Community has PERKS
To the Editor:
We at Kinship are thankful for our partnership with our community. We are supported financially by our community. We partner with different organizations to host events and seek opportunities for our mentors and mentees. We are also able to work with different areas of our community to provide resources for our families. And, we have an awesome partnership with local businesses, literally called our PERKs Program — Professionals Encouraging Relationships with Kids.
We have spoken to many businesses and organizations in our area and worked with them to provide cost-effective ways for our mentors and mentees to do things throughout Martin County. Several of them offer a free meal for a mentee if they are with their mentor; a free admission to a pool, movie or race; or even the opportunity to work out with each other at our local fitness centers. We are grateful for their willingness to enable mentors to support our community and its establishments. And, as a way of recognizing those who offer PERKs, we encourage our mentors and mentees to send a thank you after visiting.
If you or your business would like to find a way to offer a PERK to our mentors and mentees, please contact Kinship at (507) 238-4440. We would love to work with you.
Jen Kahler, director
Kinship of Martin County
If it isn’t broken …
To the Editor:
Fairmont is blessed with a strong volunteer fire department. It has been that way since the establishment of the city. In that entire time, volunteers have responded in sunshine, extreme heat and extreme cold for little compensation. They do it for various reasons, but I suspect one of them is that they love this town and it is their way of giving back.
They have elected their officers that entire time. The City Council and mayor have rubber stamped those elections the entire time.
There is absolutely not one good reason to change this. Not one. It works, so why mess with success? As long as the city provides firefighters a station and reasonable fire equipment that is not broken down, the system works great for us all. We get an added bonus – these volunteers also work to raise money and provide us with fireworks displays.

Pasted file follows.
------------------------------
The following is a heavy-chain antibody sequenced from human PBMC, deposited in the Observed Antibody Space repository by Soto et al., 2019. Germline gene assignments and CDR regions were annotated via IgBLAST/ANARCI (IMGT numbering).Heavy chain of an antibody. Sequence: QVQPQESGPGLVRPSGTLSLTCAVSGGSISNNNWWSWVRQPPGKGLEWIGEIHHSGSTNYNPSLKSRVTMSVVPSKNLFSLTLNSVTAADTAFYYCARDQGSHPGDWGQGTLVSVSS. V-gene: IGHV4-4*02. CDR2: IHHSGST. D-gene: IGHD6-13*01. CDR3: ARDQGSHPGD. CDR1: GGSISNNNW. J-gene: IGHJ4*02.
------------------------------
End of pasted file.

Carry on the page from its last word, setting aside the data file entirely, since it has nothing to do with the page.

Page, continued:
Then what happens? The bull in the china shop (Councilman Tom Hawkins) comes along and wants to screw with this. Yes, the guy for whom everything he touches turns to you know what and costs Fairmont citizens an arm and a leg.
Make no mistake about this: there was a reason the firefighters were at the City Council meeting this week. They were given a heads up on the triad’s new way to bring Fairmont to its knees. Hawkins knew this would not be liked and he did it anyway – because he claims to know what is best for us, whether we like it or not.
Hawkins and his two votes in his pocket want to make it so firefighters have no control over their officers any longer, with officers instead hired through the city’s employee hiring process.
Do not believe even one word of what Tom Hawkins said about what a benefit it will be to Fairmont. He says it is highly recommended by the League of Minnesota Cities and that for liability purposes it is best we get with the program. Our interim city administrator, Mark Sievert, must have wondered if Hawkins was spreading fertilizer because he got on the phone with the League and found: “What they wanted to emphasize was that any of these memos that they put out are their recommendations. They are what they call ‘best practices.’ Sievert added, “In no way, shape or form are they saying what we do is illegal.”
It does not matter what you think of me for standing up against these three bullies in the past. Fairmont is not better for what they have “accomplished” so far. If you allow them to screw with our volunteer fire department, the people of Fairmont will rue the day it happened. We will set in motion a process that, in the end, will destroy our fire department and its volunteer structure. We citizens cannot afford a full-time fire department.
I watched this happen in the town where I was raised — a town not even half the size of Fairmont. They decided they would choose the chief and officers, then got a grant to hire four full-time firefighters who were paid big-city union wages. Before they knew it, there were no volunteers and they had to hire an entire department at excessive wages in a small town in a rural part of the state, and then the grant ran out.
We know that Hawkins has the votes to do what he wants, so if he starts us down this path, we have one of two ways to stop him. The firefighters must agree to stand up to the triad and threaten a walk out or the people of the town must pressure the triad to act sensibly. Waiting for the next election is too long to wait.
Jack H. Hansen